The 10 Biggest Cloud Computing Stories Of 2010

Year Of The Cloud?

Many agree that 2010 was the year that cloud computing went from concept to reality. As Michael Cohn, founder of Atlanta-based solution provider Cloud Sherpas told CRN earlier this year: In 2010 the conversation changed from what the cloud is to what it can do for businesses.

And there was no shortage of cloud news throughout the year. Here, CRN takes a look at 10 stories that shaped cloud computing in 2010.

1. CA's Billion-Dollar Cloud Buy In

Perhaps no vendor stormed the cloud computing market with more force or more capital than CA Technologies. In 2010, CA made five cloud-focused acquisitions, which brought its total spend on six cloud computing companies to the $1 billion mark over a 14 month stretch.

In 2010, Islandia, NY-based CA bought cloud authentication player Arcot Systems for $200 million; 3Tera a platform for building and deploying cloud services; Oblicore, which offers service-level management applications; Nimsoft, which has a line of cloud application performance and monitoring tools; and 4Base Technologies, a cloud consulting and integration firm. Those five buys followed 2009's acquisition of data center and cloud utility software player Cassatt.

Add to CA's cloud spending spree its appointment of CA and channel veteran Adam Famularo as its managing director of cloud computing in September, and it's obvious that CA saw 2010 as the year of the cloud, too.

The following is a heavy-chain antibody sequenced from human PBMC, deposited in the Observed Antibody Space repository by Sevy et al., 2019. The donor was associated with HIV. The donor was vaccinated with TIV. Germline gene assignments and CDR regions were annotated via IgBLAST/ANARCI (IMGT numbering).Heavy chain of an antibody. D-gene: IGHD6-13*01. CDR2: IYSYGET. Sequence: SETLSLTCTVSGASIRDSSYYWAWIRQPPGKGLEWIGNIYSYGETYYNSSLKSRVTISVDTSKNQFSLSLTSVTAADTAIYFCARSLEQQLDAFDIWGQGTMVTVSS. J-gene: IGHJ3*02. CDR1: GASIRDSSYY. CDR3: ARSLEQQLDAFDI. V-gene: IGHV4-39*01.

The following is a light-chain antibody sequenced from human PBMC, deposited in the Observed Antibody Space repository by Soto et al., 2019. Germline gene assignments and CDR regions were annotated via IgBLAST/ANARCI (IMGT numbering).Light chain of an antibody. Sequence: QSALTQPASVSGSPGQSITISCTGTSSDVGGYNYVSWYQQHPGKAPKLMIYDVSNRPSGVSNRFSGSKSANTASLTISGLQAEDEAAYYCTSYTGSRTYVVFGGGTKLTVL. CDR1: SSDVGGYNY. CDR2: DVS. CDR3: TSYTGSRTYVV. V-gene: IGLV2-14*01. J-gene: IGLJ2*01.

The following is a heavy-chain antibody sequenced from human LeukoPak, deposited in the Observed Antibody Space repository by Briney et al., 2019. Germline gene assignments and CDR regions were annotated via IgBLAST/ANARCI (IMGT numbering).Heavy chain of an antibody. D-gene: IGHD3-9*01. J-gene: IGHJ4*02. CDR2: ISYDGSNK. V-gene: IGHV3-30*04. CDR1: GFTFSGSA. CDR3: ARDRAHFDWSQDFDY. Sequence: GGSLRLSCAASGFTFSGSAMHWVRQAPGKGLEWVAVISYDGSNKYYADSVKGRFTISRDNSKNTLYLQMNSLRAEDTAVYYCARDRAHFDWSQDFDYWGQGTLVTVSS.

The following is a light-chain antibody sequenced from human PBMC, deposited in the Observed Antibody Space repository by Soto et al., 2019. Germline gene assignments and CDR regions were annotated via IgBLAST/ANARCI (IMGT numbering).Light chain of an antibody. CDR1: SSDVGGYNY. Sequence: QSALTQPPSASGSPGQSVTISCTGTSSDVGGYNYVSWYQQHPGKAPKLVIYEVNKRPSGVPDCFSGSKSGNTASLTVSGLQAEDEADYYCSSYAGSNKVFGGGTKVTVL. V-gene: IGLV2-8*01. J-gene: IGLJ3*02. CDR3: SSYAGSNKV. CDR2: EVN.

2. Larry Comes Around To The Cloud

After being an outspoken opponent to cloud computing, or at least to calling it cloud computing, throughout most of 2009, Oracle CEO Larry Ellison changed his tune at Oracle's OpenWorld conference in 2010.

At the show, Ellison unveiled Oracle's "cloud-in-a-box" offering that Ellison himself called "one big honkin' cloud." The Oracle Exalogic Elastic Cloud server combines 64-bit x86 hardware, a total of 30 compute servers with 360 cores, with Oracle middleware such as the WebLogic server, Oracle Coherence data grid software, JRockit Java runtime software and Oracle VM virtualization software.

The system can handle 1.8 million messages per second or 1 million HTTP requests per second and uses Infiniband technology (capable of handling 40 gigabits per second) to link its internal components, has 2.8 TB of DRAM, 4 TB of read cache and 960 GB of solid-state disk storage.

3. Rackspace Opens Up The Cloud